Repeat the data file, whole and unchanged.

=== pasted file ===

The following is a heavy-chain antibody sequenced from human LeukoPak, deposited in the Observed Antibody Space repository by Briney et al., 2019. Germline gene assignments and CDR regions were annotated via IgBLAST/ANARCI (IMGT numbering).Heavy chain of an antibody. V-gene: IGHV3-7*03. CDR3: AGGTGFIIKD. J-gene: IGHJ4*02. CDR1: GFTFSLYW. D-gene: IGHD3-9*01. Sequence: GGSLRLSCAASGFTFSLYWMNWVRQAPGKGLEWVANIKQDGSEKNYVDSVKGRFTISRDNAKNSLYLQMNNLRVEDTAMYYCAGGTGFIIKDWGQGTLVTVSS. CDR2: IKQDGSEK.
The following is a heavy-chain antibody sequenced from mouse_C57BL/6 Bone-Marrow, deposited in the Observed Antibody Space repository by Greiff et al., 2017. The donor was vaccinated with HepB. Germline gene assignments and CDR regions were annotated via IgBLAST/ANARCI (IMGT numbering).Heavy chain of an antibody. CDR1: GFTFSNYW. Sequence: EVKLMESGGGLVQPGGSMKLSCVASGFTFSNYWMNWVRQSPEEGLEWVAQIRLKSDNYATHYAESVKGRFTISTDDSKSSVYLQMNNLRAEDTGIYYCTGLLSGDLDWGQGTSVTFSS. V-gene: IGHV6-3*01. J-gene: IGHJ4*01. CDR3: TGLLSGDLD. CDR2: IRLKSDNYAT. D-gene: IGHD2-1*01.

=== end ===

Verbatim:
The following is a heavy-chain antibody sequenced from human LeukoPak, deposited in the Observed Antibody Space repository by Briney et al., 2019. Germline gene assignments and CDR regions were annotated via IgBLAST/ANARCI (IMGT numbering).Heavy chain of an antibody. V-gene: IGHV3-7*03. CDR3: AGGTGFIIKD. J-gene: IGHJ4*02. CDR1: GFTFSLYW. D-gene: IGHD3-9*01. Sequence: GGSLRLSCAASGFTFSLYWMNWVRQAPGKGLEWVANIKQDGSEKNYVDSVKGRFTISRDNAKNSLYLQMNNLRVEDTAMYYCAGGTGFIIKDWGQGTLVTVSS. CDR2: IKQDGSEK.
The following is a heavy-chain antibody sequenced from mouse_C57BL/6 Bone-Marrow, deposited in the Observed Antibody Space repository by Greiff et al., 2017. The donor was vaccinated with HepB. Germline gene assignments and CDR regions were annotated via IgBLAST/ANARCI (IMGT numbering).Heavy chain of an antibody. CDR1: GFTFSNYW. Sequence: EVKLMESGGGLVQPGGSMKLSCVASGFTFSNYWMNWVRQSPEEGLEWVAQIRLKSDNYATHYAESVKGRFTISTDDSKSSVYLQMNNLRAEDTGIYYCTGLLSGDLDWGQGTSVTFSS. V-gene: IGHV6-3*01. J-gene: IGHJ4*01. CDR3: TGLLSGDLD. CDR2: IRLKSDNYAT. D-gene: IGHD2-1*01.